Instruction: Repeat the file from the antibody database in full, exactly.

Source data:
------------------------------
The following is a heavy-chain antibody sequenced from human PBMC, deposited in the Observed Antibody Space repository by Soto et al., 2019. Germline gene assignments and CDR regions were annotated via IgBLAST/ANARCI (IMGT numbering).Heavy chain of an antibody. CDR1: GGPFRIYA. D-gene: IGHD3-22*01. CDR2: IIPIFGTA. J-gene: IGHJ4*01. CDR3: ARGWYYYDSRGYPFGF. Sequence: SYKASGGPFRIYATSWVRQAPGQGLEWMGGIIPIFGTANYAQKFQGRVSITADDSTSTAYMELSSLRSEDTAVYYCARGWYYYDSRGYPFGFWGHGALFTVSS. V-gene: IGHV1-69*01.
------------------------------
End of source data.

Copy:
The following is a heavy-chain antibody sequenced from human PBMC, deposited in the Observed Antibody Space repository by Soto et al., 2019. Germline gene assignments and CDR regions were annotated via IgBLAST/ANARCI (IMGT numbering).Heavy chain of an antibody. CDR1: GGPFRIYA. D-gene: IGHD3-22*01. CDR2: IIPIFGTA. J-gene: IGHJ4*01. CDR3: ARGWYYYDSRGYPFGF. Sequence: SYKASGGPFRIYATSWVRQAPGQGLEWMGGIIPIFGTANYAQKFQGRVSITADDSTSTAYMELSSLRSEDTAVYYCARGWYYYDSRGYPFGFWGHGALFTVSS. V-gene: IGHV1-69*01.